The Process is Not the Problem; the Problem is the Problem

Here we go again.  In a hearing on Tuesday, as reported by Congressional Quarterly, Sen. David Perdue, R-GA, told the Budget Committee, “it’s almost guaranteed that we will not have a budget process” this year. Treasury Secretary Steven Mnuchin agreed, “it is completely broken.”

Administrations and Members of Congress have been “blaming the budget process” since the current process began in 1974.

Former Congressional Budget Office Director Rudy Penner hit the nail on the head when he observed over 30 years ago, “The problem is not the process, the problem is the problem.”

This year’s “problem” is that the House and Senate Appropriations Committees have started writing the 12 regular appropriations bills for FY 2018, which begins October 1st, without having top-line numbers to work from (see Appropriations Portal).

However, top-line numbers for FY 2018 do exist; the Budget Control Act of 2011 (“BCA”) set top-line statutory spending caps for Defense Discretionary and Non-Defense Discretionary spending for each year through 2021.

The “problem” is that the numbers were never realistic because the drafters of the BCA attempted to solve America’s rapidly increasing debt levels by cutting Discretionary Spending alone – the one-third of the Budget least responsible for growing debt levels. The draconian and unrealistic spending caps in the BCA failed to address health care inflation, the nation’s severely deteriorating infrastructure, growth and aging of the population, and growing international instability.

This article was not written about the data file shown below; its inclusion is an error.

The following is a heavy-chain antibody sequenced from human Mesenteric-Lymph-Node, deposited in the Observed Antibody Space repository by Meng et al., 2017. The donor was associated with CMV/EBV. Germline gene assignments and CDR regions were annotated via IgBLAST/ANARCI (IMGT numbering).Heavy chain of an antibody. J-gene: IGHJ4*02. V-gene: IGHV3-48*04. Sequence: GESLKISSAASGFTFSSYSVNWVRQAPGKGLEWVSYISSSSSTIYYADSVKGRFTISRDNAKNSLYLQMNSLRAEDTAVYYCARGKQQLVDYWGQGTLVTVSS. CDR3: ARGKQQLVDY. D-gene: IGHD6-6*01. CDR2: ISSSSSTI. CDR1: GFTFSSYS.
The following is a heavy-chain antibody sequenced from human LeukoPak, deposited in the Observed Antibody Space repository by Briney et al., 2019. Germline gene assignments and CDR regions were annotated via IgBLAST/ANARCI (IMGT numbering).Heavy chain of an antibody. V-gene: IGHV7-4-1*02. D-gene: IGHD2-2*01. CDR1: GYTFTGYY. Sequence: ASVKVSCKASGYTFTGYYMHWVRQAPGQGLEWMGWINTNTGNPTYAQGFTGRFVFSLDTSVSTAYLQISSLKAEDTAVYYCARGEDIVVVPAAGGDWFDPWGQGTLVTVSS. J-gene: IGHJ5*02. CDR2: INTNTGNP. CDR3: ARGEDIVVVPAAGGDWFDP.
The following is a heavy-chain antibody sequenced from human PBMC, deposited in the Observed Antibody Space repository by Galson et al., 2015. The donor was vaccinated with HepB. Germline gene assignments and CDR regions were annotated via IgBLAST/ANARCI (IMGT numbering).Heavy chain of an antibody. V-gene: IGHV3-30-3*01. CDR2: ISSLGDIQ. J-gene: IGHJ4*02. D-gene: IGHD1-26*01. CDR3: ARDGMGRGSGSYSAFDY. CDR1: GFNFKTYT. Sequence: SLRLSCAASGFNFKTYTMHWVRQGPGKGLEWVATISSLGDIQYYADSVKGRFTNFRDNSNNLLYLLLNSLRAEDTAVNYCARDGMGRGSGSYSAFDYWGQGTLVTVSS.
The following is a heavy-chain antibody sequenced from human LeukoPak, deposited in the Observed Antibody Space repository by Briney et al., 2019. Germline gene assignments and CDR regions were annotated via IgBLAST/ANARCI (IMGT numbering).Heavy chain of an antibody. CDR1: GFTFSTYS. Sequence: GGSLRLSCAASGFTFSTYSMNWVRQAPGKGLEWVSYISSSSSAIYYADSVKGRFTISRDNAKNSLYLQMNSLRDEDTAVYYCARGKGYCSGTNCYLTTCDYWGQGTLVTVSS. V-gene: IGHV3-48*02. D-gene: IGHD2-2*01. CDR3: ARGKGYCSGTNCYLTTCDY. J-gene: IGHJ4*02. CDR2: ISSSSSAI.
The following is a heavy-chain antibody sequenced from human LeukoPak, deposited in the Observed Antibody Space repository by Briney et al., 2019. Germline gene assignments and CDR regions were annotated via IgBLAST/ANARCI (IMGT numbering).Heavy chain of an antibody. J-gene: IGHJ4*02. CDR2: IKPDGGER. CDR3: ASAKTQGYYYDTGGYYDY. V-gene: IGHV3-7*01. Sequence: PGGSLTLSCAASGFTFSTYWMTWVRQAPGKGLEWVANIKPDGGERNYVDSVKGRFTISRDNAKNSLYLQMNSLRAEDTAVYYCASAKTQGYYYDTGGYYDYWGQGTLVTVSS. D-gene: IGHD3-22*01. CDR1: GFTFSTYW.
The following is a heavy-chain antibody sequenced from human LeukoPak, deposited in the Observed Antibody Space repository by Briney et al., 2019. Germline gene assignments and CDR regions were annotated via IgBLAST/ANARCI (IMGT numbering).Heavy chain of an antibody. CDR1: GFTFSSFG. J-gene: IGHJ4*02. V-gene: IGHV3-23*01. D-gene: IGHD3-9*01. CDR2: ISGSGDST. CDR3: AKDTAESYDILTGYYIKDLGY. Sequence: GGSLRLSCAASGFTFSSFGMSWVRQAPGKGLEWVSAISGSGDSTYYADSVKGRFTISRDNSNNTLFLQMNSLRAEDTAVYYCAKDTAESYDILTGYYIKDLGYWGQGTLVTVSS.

Consequently, Republicans and Democrats, have twice acted to raise the spending caps.  Congress passed the Bipartisan Budget Act (“BBA”) of 2013, which raised the Defense and Non-Defense caps for FY 2014 and FY 2015; and in 2015, Congress passed another BBA, raising the Defense and Non-Defense Discretionary caps for FY 2016 and FY 2017.

It is almost certain that Congress will eventually raise the caps for FY 2018 and FY 2019.  Defense hawks cannot live with the BCA’s FY 2018 Defense cap that is lower than current spending; while moderates and progressives cannot live with the Non-Defense cap or the draconian cuts proposed by the President’s FY 2018 Budget.

The reason the caps have not been raised for FY 2018 is a political impasse – not a failure of process. Congress could, at any time, adopt a Budget Resolution setting total discretionary spending levels for FY 2018.

The political impasse exists because we have growing defense and non-defense requirements, as well as a growing and unsustainable public debt; and there are no easy solutions.  It is politically difficult to slow the growth of entitlements that people depend on; it is politically difficult to raise revenues; it is difficult to eliminate tax deductions that are baked into individuals’ and business’ financial planning; and it is difficult to eliminate or reduce Defense and Non-Defense programs that don’t work, so that resources can be invested in higher priorities.

These are tough decisions and no change in budget procedures will solve the problem for us.  Only political courage, and backing away from political ideology, will put us on a sustainable fiscal path that meets America’s needs. For examples of how these tough issues can be addressed in a bipartisan way, see the Domenici-Rivlin and Simpson-Bowles plans.

While the budget process is not responsible for the political impasse – and should not be used as an excuse for inaction – there are some tweaks to the budget process that could improve fiscal stability: